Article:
In the late 1950s, during the Eisenhower Administration, the President’s Council on Youth Physical Fitness was founded to promote healthier lifestyles. Physical fitness was clearly recognized as having an important influence on quality of life.

These initiatives in schools over the last half century have increased health awareness. People have the education and information needed to make informed decisions regarding what it takes to lead a healthy lifestyle.

Unfortunately, the same cannot be said about financial fitness.

In fact, according to a 2015 study completed by the World Bank, Gallup and George Washington University, 43 percent of Americans are unable to pass a basic financial literacy test.

According to authors of the study, Leora Klapper, Annamaria Lusardi and Peter von Oudheusden, “Financial ignorance carries significant costs. Consumers who fail to understand the concept of interest compounding spend more on transaction fees, run up bigger debts, and incur higher interest rates on loans. They also end up borrowing more and saving less money.”

The impact of higher borrowing costs and less savings are highlighted in a 2016 study from the Center for Financial Services Innovation. CFSI states that:

• 76 percent of Americans live paycheck-to-paycheck

• 50 percent of Americans cannot raise $2,000 in 30 days;

• 37 percent of Americans have credit card debt greater than their savings;

• 60 percent of Americans describe their financial health as “unhealthy”;

• Income is not a factor. Of those describing themselves as financially “unhealthy,” one-third make more than $60,000 per year. For those describing themselves as financially “healthy,” one-third make less than $60,000 per year.

Kentucky-specific financial literacy performance may be even worse than the CFSI national data. According to a recent study by WalletHub, Kentucky ranks 48th nationwide in financial literacy.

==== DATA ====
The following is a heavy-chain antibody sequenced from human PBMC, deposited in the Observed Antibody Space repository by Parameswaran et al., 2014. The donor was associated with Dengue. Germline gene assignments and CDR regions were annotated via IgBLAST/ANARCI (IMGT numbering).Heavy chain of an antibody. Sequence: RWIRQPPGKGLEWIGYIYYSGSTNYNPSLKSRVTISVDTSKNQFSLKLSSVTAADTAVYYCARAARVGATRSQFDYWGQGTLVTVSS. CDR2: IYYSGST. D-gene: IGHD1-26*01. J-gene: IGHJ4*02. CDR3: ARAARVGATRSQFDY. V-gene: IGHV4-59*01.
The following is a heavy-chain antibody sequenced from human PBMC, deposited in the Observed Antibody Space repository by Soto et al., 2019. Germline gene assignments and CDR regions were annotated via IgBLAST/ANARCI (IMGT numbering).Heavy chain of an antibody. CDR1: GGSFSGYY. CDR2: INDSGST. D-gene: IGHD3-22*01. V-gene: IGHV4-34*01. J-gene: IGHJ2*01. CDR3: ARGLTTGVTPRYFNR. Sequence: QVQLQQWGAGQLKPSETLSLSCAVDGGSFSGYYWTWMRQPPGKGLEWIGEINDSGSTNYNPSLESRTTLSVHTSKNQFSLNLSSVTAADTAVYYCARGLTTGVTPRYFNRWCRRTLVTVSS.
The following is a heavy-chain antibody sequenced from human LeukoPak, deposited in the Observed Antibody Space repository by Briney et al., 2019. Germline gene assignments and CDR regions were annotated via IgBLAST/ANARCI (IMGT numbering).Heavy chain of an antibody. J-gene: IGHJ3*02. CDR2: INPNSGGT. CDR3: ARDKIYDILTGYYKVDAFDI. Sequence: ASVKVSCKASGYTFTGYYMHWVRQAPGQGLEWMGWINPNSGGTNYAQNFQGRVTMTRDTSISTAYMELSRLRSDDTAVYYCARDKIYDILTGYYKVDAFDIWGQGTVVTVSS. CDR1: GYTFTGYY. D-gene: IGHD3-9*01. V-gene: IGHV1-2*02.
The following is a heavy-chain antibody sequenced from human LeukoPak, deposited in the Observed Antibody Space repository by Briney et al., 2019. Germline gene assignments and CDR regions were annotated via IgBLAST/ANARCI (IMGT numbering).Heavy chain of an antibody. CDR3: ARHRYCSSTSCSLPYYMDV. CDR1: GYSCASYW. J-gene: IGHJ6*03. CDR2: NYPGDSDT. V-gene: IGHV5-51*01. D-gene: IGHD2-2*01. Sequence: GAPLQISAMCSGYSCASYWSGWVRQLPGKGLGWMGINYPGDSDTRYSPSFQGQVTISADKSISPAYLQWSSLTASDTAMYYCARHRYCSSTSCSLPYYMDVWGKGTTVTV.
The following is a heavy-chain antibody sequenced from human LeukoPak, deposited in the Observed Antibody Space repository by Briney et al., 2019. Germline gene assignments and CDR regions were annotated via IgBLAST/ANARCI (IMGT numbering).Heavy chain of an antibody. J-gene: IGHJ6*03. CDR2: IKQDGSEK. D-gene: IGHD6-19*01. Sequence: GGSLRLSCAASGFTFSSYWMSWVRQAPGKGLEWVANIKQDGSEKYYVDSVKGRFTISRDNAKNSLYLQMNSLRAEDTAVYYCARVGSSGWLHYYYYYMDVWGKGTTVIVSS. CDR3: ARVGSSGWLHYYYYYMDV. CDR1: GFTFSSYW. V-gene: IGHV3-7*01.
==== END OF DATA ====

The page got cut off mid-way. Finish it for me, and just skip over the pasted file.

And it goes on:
Fortunately, there are many resources for children and adults to improve financial fitness.

Some of those include:

• Online Resources. Jump­Start Coalition (www.jumpstart.org) has excellent financial education tools on its website;

• Books. Dave Ramsey’s “The Total Money Makeover” has helped millions of people. There are other great, simple-to-read books that can help reinforce the value of compound interest such as “The Millionaire Next Door” by Thomas J. Stan­ley and William D. Danko and “The Wealthy Barber” by David Chilton.

• Credit Unions. Every credit union in Kentucky invests in financial fitness. Fort Knox Federal Credit Union members can work with member service representatives at any of the 17 branch locations to learn how to improve credit and save money. Plus, Fort Knox Federal Credit Union’s Financial Fitness Center at fortknoxfcu.org provides 20 short videos on financial fitness.

More can be done. In fact, there are several initiatives today that can make a difference in financial fitness for Kentuckians including:

• Legislation. Alabama, Missouri, Tennessee, Utah and Virginia require a semester of financial literacy in high schools. Kentucky could be included on the list of states that include financial literacy in high schools. State Sen. Dennis Parrett’s financial literacy bill, pre-filed for the 2018 legislative session, would create a requirement for a half credit of financial education in high school.

• State Programs. Ken­tucky Treasurer Allison Ball is an advocate for financial literacy. In April 2017, she launched an education campaign to promote financial literacy and she provides periodic tips on financial fitness via social media. She speaks publicly about her goal to create better financial literacy options for children and adults in Kentucky. Great financial education programs have been put in place by a community foundation in Mississippi and by a group of credit unions in Wisconsin. Can the same be done in Kentucky?

“Financial literacy is a form of financial freedom,” Ball said.

There are great resources to help Kentuckians make better financial decisions and improve their financial freedom.

I encourage you to use these resources and share them with your friends and family members. Together, we can improve Kentuckians’ financial fitness.

Ray Springsteen is president and CEO of Fort Knox Federal Credit Union.